15 hours ago, Noble Lothar Frey said:

Jon is a sworn brother of the Night's Watch.  Taking the Black means you give up any and all claims.  Aemon Targaryen took the black to permanently remove himself from the line of succession.

"And now his watch has ended..." because as you yourself point out:

15 hours ago, Noble Lothar Frey said:

He's dead.

So, why does anything else you've really matter? He can't inherit anything, legitimate or not, if you are certain he is dead or, at best, going to be inside Ghost for the rest of the series.

If he's dead, he is also freed from his Night's Watch vows because they are until death. That is why man Jon-Resurrection theories cite it as the possible loophole in the vows that will be Jon's "get out of jail free" card.

15 hours ago, Noble Lothar Frey said:

got himself executed for treason

He was assassinated, not executed.

15 hours ago, Noble Lothar Frey said:

Jon does not look like a Targaryen.  He looks the opposite. 

 

You do presumably know how genetics work, right? You have two parents. Mother and father. Perhaps Lyanna's DNA was dominant over Rhaegar's. Problem solved.

15 hours ago, Noble Lothar Frey said:

Take note that if Rhaegar pulled a miracle and somehow married Lyanna that it made Aegon and Rhaenys bastards.  Aegon and Jon cannot be both legitimate.  Only one can be legit and the other a bastard.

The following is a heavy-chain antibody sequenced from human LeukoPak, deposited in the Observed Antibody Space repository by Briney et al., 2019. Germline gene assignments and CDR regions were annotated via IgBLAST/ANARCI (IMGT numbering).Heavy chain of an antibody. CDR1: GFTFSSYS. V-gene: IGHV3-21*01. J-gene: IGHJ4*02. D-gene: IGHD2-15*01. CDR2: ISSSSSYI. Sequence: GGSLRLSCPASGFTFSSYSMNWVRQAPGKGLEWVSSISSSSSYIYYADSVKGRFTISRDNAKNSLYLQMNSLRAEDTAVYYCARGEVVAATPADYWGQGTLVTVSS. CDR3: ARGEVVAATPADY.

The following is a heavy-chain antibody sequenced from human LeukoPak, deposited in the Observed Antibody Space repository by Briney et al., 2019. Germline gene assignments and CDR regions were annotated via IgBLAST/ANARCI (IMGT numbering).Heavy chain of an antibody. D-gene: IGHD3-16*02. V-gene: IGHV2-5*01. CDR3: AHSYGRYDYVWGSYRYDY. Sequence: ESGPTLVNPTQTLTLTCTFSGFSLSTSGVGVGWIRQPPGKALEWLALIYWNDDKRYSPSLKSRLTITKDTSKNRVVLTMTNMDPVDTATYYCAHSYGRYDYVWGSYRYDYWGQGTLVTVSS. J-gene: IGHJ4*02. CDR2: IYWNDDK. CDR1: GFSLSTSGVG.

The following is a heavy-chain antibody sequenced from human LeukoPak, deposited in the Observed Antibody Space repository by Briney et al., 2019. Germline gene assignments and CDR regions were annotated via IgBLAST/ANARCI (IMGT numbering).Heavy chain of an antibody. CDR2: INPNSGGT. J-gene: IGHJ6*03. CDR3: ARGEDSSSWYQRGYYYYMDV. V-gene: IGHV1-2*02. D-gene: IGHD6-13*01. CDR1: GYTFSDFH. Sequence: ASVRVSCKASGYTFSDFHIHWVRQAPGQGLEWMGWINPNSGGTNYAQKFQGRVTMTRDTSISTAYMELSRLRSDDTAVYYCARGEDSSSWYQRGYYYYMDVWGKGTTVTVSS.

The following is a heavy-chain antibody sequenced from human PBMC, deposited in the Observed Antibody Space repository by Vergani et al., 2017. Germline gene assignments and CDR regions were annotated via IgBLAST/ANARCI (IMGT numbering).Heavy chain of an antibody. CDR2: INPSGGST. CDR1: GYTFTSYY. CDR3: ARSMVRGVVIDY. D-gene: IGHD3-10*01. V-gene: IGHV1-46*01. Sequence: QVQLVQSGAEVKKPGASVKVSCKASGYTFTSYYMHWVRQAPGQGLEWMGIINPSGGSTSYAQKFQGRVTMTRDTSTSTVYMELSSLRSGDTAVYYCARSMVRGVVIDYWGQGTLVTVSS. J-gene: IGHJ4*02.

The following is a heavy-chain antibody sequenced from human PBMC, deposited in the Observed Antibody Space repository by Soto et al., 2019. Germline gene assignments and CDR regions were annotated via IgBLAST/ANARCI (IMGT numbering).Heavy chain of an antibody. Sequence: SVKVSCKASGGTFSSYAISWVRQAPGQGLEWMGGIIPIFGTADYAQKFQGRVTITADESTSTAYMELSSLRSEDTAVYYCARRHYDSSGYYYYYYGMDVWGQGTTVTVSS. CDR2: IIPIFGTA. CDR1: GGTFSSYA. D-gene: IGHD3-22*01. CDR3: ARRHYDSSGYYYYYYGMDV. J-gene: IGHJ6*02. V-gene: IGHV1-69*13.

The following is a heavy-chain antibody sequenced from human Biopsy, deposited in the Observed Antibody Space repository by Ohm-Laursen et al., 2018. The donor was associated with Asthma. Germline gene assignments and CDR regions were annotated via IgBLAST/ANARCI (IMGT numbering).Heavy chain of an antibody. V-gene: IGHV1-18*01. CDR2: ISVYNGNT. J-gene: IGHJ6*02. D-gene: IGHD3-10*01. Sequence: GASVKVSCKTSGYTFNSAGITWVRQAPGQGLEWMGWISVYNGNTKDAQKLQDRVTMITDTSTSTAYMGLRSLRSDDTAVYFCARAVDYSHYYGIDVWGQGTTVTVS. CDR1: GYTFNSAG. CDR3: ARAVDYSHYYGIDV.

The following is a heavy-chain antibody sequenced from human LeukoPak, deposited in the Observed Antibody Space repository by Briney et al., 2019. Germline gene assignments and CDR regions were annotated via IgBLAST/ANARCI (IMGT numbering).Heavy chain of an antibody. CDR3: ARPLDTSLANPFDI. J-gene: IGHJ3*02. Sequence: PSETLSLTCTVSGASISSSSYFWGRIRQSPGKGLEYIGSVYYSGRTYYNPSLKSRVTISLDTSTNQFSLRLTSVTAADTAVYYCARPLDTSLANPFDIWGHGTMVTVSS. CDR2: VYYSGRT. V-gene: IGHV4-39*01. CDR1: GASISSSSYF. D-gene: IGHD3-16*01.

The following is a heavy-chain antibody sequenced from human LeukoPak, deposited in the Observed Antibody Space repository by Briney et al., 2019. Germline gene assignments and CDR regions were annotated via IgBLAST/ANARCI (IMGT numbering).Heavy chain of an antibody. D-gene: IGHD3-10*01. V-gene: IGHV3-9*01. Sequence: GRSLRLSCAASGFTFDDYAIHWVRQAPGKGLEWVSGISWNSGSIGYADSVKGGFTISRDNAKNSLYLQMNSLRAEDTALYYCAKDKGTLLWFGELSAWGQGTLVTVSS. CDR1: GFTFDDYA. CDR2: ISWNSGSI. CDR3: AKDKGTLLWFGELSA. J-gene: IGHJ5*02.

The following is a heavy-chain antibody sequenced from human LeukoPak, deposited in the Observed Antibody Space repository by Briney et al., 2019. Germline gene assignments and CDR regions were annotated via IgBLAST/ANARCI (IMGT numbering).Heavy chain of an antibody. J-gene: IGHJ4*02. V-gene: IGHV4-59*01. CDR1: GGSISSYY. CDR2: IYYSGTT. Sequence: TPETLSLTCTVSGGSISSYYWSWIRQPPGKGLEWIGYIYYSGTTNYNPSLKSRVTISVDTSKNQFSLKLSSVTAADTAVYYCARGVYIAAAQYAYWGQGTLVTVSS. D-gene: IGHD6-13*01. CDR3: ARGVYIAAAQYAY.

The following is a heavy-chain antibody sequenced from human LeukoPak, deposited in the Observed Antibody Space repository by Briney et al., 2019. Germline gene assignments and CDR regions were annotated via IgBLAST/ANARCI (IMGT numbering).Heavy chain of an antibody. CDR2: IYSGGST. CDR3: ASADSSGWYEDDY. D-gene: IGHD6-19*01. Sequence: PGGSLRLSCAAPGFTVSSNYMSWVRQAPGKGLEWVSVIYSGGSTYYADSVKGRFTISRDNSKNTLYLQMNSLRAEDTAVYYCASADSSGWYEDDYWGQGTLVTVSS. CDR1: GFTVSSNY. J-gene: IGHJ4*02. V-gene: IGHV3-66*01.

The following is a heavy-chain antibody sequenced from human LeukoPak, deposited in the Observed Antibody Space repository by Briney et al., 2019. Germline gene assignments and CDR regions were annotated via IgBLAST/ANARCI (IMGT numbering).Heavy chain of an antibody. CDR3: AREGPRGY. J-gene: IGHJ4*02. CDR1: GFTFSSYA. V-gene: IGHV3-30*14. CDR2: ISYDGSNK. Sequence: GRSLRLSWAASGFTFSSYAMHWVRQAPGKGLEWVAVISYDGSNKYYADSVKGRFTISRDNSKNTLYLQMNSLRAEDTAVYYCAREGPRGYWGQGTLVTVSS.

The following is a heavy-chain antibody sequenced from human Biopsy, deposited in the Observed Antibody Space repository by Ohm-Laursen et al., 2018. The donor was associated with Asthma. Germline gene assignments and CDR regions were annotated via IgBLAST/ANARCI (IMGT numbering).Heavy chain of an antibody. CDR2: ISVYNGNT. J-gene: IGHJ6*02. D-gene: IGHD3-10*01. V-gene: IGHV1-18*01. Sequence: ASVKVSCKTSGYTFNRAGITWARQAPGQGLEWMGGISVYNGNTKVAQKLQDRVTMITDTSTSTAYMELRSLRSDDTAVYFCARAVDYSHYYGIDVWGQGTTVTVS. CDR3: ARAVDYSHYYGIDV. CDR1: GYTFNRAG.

I guess poor Aegon's a bastard, then. Oh well, guess it doesn't matter since no one could ever prove he's even the real Aegon, anyway. :P

Final thoughts: I don't care all that much if Jon is in the line of succession or not. For me, this whole rush to the throne for all these potential Targaryen heirs feels it will come to little in the end. The Second Dance of the Dragons will only hurt the people more. This notion of "Good Prince Aegon" rising from the dead to heal the fractured kingdom that Varys has cooked up is just as fantasy as the notion that good ol' Khaleesi is going to come to Westeros with her dragons, burn all the evil Lannisters and make the world a better place because "birthright". Aegon or Daenerys could be the best ruler in the world but it will only take their heirs being entitled despots to undo any good work they achieve. The point is that feudalism is a bad system and picking your king or queen based on who their parents were isn't one that can benefit the majority. The prejudice and stereotype surrounding bastards in this world are a part of that, too.